Tuesday, June 28, 2011

Scientific Method of Research and its Problems

Scientific Method
Like the typical man or woman on the street, the sociologist is interested in the central questions for out time. Are we lagging behind in our ability to feed the population of the world? Is the family falling apart? Why is there so much crime in Pakistan? Such issues concern most people whether or not they have academic training. However, unlike the typical citizen, the sociologist has a commitment on the use of the scientific method—a systematic, organized series of steps that ensures maximum objectivity and consistency in researching a problem—in studying society.

Many of us will never actually conduct scientific research. Nonetheless, it is important that we understand the scientific method, for it plays a major role in the workings of our society. As this chapter will indicate, the scientific method is stringent and demands that researchers adhere as strictly as possible to its basic principles.
The scientific method requires precise preparations in developing useful research. It investigators are not careful, research data that they collect may prove to be unacceptable for purposes of sociological study. There are five basic steps in the scientific method that sociologists and other researchers follow.
These are discussed one by one

Defining Problem
The first step in any sociological research project is to state as clearly as possible what you hope to investigate. Early in their research, sociologists face the task of developing an operational definition—an explanation of an abstract concept that is specific enough to allow a researcher to measure the concept of—each concept being studied. For example, a sociologist interested in status might use membership in exclusive social clubs or professional organizations as an operational definition of high status. A sociologist who intended to examine prejudice might rely on responses to a series of questions concerning willingness to hire or work alongside members of racial and ethnic minority groups.

Whenever researchers wish to study an abstract concept—such as intelligence, sexuality, prejudice, love, or liberalism—they must develop workable and valid definitions. Even when studying a particular group of people, it is necessary to decide how the groups will be distinguished.

By conducting a review of the literature—the relevant scholarly studies and information—researchers refine the problem under study, clarify possible techniques to be used in collecting data, and eliminate or reduce the number of avoidable mistakes they make.

After reviewing earlier research concerning a particular area or field of interest, and drawing upon the contributions of sociological theorists, the researcher may develop an intuitive guess about the relationship between the factors involved in the research. Such a speculative statement about the relationship between two or more factors is called a hypothesis.

A hypothesis essentially tells us what we are looking for in our research. In order to be meaningful, a hypothesis must be testable; that is, it must be capable of being evaluated. The statement “God exists” clearly cannot be scientifically confirmed. A research hypothesis must also be reasonable specific. “Young people have more fun” and “Florida is nicer than California” are statements that lack the kind of precision that sociologists need in order to collect suitable data.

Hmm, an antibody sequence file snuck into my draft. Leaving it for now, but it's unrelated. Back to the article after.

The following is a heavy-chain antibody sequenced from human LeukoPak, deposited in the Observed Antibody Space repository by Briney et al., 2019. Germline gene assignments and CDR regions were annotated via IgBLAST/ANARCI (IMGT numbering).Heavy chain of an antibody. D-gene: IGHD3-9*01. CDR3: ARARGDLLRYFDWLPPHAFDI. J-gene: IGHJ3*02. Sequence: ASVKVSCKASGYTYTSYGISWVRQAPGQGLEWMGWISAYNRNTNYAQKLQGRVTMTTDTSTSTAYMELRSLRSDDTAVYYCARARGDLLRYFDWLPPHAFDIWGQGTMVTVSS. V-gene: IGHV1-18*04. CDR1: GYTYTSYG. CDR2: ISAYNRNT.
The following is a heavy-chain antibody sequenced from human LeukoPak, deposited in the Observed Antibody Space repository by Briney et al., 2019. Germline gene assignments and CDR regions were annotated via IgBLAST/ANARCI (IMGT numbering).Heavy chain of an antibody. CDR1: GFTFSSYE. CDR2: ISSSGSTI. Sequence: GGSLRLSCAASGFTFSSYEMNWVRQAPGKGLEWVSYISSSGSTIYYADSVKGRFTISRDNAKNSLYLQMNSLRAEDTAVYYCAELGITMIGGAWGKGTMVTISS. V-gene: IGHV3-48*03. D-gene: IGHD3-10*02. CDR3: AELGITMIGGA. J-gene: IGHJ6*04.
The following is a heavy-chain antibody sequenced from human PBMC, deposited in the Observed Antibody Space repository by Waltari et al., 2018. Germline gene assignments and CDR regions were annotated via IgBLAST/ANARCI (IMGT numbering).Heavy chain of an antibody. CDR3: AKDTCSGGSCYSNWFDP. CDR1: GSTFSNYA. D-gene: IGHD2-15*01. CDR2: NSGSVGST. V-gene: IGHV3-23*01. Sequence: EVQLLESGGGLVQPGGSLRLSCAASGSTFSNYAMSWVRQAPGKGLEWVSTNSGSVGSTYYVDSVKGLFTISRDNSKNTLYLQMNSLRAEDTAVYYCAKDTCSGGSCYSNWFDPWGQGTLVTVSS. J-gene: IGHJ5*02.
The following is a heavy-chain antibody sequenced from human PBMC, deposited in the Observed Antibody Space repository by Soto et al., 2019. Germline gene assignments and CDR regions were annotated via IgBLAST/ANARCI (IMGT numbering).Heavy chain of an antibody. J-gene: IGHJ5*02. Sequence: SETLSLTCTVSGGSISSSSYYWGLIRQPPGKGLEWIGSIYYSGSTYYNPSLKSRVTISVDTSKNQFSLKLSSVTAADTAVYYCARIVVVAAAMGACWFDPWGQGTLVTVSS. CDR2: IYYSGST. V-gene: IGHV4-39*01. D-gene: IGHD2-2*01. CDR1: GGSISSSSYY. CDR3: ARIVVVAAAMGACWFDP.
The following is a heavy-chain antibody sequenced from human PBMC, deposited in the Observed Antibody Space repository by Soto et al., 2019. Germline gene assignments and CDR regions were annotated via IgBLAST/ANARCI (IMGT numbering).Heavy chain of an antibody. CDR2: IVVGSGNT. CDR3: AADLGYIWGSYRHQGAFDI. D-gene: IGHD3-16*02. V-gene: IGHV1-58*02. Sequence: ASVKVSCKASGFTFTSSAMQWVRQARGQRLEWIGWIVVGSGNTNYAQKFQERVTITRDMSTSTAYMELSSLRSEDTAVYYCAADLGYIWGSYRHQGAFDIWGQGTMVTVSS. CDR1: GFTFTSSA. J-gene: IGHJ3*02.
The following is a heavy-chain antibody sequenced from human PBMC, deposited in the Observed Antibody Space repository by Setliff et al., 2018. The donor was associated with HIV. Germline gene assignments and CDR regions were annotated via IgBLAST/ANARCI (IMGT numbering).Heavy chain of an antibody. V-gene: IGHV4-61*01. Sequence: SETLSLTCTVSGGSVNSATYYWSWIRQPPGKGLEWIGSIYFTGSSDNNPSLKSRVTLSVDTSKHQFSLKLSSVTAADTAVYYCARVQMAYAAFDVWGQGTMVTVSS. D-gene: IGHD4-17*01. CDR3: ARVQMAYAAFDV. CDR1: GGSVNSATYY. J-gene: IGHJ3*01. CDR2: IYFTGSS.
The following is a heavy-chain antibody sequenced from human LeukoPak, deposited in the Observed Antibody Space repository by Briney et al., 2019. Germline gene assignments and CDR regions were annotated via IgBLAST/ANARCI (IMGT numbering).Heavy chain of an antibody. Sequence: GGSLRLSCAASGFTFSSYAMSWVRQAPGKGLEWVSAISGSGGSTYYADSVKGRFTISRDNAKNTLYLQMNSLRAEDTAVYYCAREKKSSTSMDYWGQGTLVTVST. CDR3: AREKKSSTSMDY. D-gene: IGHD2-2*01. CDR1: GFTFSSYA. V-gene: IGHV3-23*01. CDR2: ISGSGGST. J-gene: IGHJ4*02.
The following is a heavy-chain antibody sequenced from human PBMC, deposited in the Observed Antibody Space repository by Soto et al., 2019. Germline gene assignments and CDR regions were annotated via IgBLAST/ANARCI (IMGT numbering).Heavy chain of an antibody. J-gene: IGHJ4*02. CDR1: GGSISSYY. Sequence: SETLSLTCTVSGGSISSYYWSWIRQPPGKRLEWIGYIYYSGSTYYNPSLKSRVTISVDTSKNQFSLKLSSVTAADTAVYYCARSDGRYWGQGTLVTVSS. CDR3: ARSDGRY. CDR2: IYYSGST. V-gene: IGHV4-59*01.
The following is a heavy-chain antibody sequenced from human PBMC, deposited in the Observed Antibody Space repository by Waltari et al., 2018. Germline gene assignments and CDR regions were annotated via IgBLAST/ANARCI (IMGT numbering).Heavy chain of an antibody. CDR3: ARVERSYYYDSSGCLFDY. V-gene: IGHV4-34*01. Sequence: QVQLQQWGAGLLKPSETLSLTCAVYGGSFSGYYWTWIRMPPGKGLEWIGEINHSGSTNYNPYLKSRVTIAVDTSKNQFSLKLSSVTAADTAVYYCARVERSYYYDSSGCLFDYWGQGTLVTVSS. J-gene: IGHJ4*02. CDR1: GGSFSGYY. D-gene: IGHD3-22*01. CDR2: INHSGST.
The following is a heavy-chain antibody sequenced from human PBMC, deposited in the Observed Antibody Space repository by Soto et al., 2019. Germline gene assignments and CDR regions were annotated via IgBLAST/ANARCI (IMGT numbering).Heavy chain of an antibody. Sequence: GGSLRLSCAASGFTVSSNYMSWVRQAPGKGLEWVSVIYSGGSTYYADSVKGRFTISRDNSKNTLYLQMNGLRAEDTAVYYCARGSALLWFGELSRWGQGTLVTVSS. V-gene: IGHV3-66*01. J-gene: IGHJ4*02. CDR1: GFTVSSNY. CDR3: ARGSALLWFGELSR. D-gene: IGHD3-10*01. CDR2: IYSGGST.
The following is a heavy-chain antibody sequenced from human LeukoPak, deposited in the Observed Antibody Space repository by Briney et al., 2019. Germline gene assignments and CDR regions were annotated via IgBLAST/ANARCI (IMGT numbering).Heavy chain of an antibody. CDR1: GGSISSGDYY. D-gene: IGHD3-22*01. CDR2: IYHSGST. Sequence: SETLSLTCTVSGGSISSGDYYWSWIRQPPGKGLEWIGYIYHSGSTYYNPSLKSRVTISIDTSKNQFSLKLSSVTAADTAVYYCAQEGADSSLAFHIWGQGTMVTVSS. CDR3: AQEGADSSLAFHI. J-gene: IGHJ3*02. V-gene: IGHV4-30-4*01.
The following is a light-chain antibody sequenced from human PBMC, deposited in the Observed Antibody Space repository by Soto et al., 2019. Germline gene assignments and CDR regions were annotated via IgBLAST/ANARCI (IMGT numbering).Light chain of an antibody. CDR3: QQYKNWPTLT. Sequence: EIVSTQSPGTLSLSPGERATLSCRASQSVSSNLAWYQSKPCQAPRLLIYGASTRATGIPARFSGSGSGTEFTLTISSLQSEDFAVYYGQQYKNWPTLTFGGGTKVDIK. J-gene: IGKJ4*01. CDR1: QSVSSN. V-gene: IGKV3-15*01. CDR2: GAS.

A hypothesis usually states how one aspect of human behaviour influences or affects another. These aspects or factors are called variables—a measurable trait or characteristic that is subject to change under different conditions. Income, religion, occupation, and gender can all be variables in a study.

In developing hypothesis, sociologists attempt to explain or account for the relationship between two or more variables. If one variable is hypothesized to cause or influence another one, social scientists call the first variable the independent variable. The second is termed as the dependent variable, because it is believed to be influenced by the independent variable. Causal logic involves the relationship between a condition or a variable and a particular consequence, with one event leading to the other. Under casual logic, the degree of integration into society may be directly related to or produce a greater likelihood of suicide (refer back to Durkheim’s study of suicide in chapter 2). Similarly, the time students spend reviewing material for a quiz may be directly related to or produce a greater likelihood of getting a high score on the quiz.

A correlation exists when a change in one variable coincides with a change in the other. Correlation is an indication that causality may be present; they do not necessarily indicate causation. For example, data indicate that working mothers are more likely to have delinquent children than are mothers who do no work outside the home. This correlation is actually caused by a third variable: family income. Lower-class house-holds are more likely to have a full-time working mother; at the same time, reported rates of delinquency are higher in this class.


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